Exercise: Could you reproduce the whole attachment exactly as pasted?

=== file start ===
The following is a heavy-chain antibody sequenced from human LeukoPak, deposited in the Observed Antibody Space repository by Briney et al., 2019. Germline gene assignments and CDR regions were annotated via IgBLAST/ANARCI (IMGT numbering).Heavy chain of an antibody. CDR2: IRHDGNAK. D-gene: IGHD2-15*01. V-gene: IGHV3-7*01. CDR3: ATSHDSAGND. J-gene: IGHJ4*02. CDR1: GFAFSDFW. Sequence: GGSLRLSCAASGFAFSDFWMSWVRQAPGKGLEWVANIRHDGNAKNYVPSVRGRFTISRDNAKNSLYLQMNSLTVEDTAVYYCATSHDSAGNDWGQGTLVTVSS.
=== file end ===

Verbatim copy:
The following is a heavy-chain antibody sequenced from human LeukoPak, deposited in the Observed Antibody Space repository by Briney et al., 2019. Germline gene assignments and CDR regions were annotated via IgBLAST/ANARCI (IMGT numbering).Heavy chain of an antibody. CDR2: IRHDGNAK. D-gene: IGHD2-15*01. V-gene: IGHV3-7*01. CDR3: ATSHDSAGND. J-gene: IGHJ4*02. CDR1: GFAFSDFW. Sequence: GGSLRLSCAASGFAFSDFWMSWVRQAPGKGLEWVANIRHDGNAKNYVPSVRGRFTISRDNAKNSLYLQMNSLTVEDTAVYYCATSHDSAGNDWGQGTLVTVSS.